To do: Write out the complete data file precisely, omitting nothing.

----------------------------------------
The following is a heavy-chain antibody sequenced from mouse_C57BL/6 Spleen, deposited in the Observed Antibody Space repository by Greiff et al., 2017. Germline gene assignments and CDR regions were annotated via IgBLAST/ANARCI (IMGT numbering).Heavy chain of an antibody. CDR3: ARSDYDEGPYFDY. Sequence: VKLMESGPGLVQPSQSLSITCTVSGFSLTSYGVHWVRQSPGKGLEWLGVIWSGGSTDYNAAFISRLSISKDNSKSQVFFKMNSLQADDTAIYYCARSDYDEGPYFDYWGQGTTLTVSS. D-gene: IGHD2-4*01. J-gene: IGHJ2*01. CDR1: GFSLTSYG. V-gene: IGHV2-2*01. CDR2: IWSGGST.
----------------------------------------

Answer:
The following is a heavy-chain antibody sequenced from mouse_C57BL/6 Spleen, deposited in the Observed Antibody Space repository by Greiff et al., 2017. Germline gene assignments and CDR regions were annotated via IgBLAST/ANARCI (IMGT numbering).Heavy chain of an antibody. CDR3: ARSDYDEGPYFDY. Sequence: VKLMESGPGLVQPSQSLSITCTVSGFSLTSYGVHWVRQSPGKGLEWLGVIWSGGSTDYNAAFISRLSISKDNSKSQVFFKMNSLQADDTAIYYCARSDYDEGPYFDYWGQGTTLTVSS. D-gene: IGHD2-4*01. J-gene: IGHJ2*01. CDR1: GFSLTSYG. V-gene: IGHV2-2*01. CDR2: IWSGGST.